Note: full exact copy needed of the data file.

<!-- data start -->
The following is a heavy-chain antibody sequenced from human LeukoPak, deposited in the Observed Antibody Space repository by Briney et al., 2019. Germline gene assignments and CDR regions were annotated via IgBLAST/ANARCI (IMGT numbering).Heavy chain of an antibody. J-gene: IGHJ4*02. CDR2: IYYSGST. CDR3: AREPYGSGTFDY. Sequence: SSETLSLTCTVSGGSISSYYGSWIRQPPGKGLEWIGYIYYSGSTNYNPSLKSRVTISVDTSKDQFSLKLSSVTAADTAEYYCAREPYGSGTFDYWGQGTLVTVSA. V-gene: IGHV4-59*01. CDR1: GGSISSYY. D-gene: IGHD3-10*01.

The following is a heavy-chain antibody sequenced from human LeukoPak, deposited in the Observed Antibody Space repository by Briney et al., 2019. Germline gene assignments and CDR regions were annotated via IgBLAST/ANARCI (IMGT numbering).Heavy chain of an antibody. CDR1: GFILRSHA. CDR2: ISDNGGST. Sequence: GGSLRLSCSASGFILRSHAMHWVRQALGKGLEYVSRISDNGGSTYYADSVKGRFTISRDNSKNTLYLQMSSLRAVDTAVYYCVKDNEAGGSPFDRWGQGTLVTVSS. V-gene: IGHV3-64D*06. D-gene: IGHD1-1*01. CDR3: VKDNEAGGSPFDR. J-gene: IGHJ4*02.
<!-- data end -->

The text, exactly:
The following is a heavy-chain antibody sequenced from human LeukoPak, deposited in the Observed Antibody Space repository by Briney et al., 2019. Germline gene assignments and CDR regions were annotated via IgBLAST/ANARCI (IMGT numbering).Heavy chain of an antibody. J-gene: IGHJ4*02. CDR2: IYYSGST. CDR3: AREPYGSGTFDY. Sequence: SSETLSLTCTVSGGSISSYYGSWIRQPPGKGLEWIGYIYYSGSTNYNPSLKSRVTISVDTSKDQFSLKLSSVTAADTAEYYCAREPYGSGTFDYWGQGTLVTVSA. V-gene: IGHV4-59*01. CDR1: GGSISSYY. D-gene: IGHD3-10*01.

The following is a heavy-chain antibody sequenced from human LeukoPak, deposited in the Observed Antibody Space repository by Briney et al., 2019. Germline gene assignments and CDR regions were annotated via IgBLAST/ANARCI (IMGT numbering).Heavy chain of an antibody. CDR1: GFILRSHA. CDR2: ISDNGGST. Sequence: GGSLRLSCSASGFILRSHAMHWVRQALGKGLEYVSRISDNGGSTYYADSVKGRFTISRDNSKNTLYLQMSSLRAVDTAVYYCVKDNEAGGSPFDRWGQGTLVTVSS. V-gene: IGHV3-64D*06. D-gene: IGHD1-1*01. CDR3: VKDNEAGGSPFDR. J-gene: IGHJ4*02.